According to the UK government in England alone, the construction industry is responsible for over 60 million tonnes of non-hazardous waste per year, with as much as 15% of materials delivered to site going immediately to waste. Although around 90% of this waste is recycled, this often involves ‘downcycling’, e.g. crushing building waste to use as hardcore, which is inefficient when the energy and carbon taken to create these materials are considered.

The built environment accounts for almost 40% of the UK’s total carbon emissions and up to 11% of total global emissions. Utilising circular economy methodologies can reduce our industry’s carbon emissions and simultaneously support the UK’s journey to Net-Zero by 2050.


What is the Circular Economy?

Traditionally, natural resources are processed into products and disposed of when they reach their end of life. This is considered a linear economy. With the circular economy, you seek to make a product’s lifecycle cyclical instead. 

The circular economy concept aims to reduce waste, conserve resources, and create closed-loop systems in which materials are continually reused, helping the industry produce more sustainable, resilient, and economically viable buildings now and in the future.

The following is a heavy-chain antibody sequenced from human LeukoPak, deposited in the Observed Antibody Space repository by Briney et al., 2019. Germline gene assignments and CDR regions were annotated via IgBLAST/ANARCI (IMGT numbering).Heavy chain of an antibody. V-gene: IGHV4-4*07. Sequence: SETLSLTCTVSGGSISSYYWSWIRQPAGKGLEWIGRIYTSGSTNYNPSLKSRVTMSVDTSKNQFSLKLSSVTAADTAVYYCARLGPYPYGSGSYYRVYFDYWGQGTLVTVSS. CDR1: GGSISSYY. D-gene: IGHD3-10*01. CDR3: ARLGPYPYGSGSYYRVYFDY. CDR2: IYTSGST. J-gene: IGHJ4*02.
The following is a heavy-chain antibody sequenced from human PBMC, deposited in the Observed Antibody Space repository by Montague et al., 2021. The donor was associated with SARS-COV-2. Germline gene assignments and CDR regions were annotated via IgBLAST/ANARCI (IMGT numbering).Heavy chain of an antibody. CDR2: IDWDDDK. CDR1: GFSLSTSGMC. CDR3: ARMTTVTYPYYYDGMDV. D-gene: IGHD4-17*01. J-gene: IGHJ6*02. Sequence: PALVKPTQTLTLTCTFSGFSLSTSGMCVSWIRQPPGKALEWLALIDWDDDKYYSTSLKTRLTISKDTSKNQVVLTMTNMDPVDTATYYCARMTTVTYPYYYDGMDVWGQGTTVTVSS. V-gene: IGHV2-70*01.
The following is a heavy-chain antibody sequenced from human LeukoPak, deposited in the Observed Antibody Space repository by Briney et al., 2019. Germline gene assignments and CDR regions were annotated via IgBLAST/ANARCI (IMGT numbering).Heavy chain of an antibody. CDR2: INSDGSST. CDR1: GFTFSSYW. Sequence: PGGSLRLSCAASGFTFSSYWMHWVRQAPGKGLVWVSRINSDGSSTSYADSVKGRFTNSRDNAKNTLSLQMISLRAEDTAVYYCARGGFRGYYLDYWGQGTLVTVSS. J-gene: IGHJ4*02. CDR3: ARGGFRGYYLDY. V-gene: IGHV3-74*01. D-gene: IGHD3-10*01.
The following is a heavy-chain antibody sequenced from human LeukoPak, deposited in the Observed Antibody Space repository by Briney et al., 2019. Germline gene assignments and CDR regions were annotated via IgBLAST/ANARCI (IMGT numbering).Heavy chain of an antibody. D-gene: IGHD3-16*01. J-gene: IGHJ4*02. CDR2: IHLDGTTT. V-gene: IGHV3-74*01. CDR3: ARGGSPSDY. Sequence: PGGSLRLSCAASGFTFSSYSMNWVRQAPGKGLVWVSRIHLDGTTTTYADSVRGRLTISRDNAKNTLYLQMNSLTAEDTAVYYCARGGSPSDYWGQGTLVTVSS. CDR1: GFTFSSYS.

This is achieved by following these simple principles:


If something was never used in the first place, it could never be wasted. By looking for innovative ways to reduce the amount of materials used during construction and utilising new technologies that manufacture sustainable, long-life and lightweight construction materials, less energy could be needed in the long term.



By reusing materials, you save money and stop that material from ending up in landfills. There is a long history in the construction of using reclaimed materials, and this tradition should be continued and expanded even further wherever possible.



It should always be the priority rather than replacing. A product’s or system’s lifecycle can be significantly increased by conducting proper maintenance, which is both cost-effective and carbon efficient.



Where it is impossible or impractical to reuse or repair, then at the end of life, a product should be able to be recycled. Recycling can require far less energy than manufacturing something from raw materials and significantly reduces the embodied carbon of both the original and new products.

How does this affect roofing projects?

These principles can be applied to every stage of a roofing project, from the initial design to installation all the way through to the end of the life of the roof.